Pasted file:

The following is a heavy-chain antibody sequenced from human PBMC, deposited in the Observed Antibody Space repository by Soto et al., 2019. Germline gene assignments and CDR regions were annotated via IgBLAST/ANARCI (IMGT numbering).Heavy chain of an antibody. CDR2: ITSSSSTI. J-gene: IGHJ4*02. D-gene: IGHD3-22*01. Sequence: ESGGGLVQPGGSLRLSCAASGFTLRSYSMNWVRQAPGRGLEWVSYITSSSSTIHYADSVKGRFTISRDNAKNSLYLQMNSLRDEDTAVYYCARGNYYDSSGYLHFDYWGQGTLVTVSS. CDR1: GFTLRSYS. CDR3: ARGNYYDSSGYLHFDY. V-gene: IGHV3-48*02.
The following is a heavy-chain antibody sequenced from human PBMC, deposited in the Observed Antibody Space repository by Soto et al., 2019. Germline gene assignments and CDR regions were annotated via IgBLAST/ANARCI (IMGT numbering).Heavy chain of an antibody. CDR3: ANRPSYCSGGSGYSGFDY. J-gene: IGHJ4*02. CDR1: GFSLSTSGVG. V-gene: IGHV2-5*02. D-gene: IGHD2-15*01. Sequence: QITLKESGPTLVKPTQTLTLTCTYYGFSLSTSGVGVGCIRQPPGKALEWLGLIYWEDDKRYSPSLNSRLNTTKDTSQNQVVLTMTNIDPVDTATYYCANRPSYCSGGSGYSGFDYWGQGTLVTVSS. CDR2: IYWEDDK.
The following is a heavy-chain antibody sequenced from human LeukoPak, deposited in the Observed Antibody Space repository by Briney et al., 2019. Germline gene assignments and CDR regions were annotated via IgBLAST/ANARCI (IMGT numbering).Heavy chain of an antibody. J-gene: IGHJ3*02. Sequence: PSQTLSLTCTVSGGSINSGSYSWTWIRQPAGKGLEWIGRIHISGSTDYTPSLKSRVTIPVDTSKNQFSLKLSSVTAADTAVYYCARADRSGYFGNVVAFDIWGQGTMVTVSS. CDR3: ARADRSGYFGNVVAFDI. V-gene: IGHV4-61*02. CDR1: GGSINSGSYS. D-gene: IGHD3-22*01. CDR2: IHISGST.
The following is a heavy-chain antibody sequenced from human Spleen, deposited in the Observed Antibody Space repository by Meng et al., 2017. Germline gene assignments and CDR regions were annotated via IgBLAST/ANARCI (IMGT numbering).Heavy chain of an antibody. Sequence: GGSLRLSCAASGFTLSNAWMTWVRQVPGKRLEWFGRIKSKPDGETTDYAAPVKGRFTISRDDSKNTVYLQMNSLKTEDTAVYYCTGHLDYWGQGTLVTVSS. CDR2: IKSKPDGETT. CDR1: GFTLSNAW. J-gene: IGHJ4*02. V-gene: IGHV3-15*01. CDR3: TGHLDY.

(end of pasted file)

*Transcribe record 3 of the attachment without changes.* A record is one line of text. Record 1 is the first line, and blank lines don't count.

The following is a heavy-chain antibody sequenced from human LeukoPak, deposited in the Observed Antibody Space repository by Briney et al., 2019. Germline gene assignments and CDR regions were annotated via IgBLAST/ANARCI (IMGT numbering).Heavy chain of an antibody. J-gene: IGHJ3*02. Sequence: PSQTLSLTCTVSGGSINSGSYSWTWIRQPAGKGLEWIGRIHISGSTDYTPSLKSRVTIPVDTSKNQFSLKLSSVTAADTAVYYCARADRSGYFGNVVAFDIWGQGTMVTVSS. CDR3: ARADRSGYFGNVVAFDI. V-gene: IGHV4-61*02. CDR1: GGSINSGSYS. D-gene: IGHD3-22*01. CDR2: IHISGST.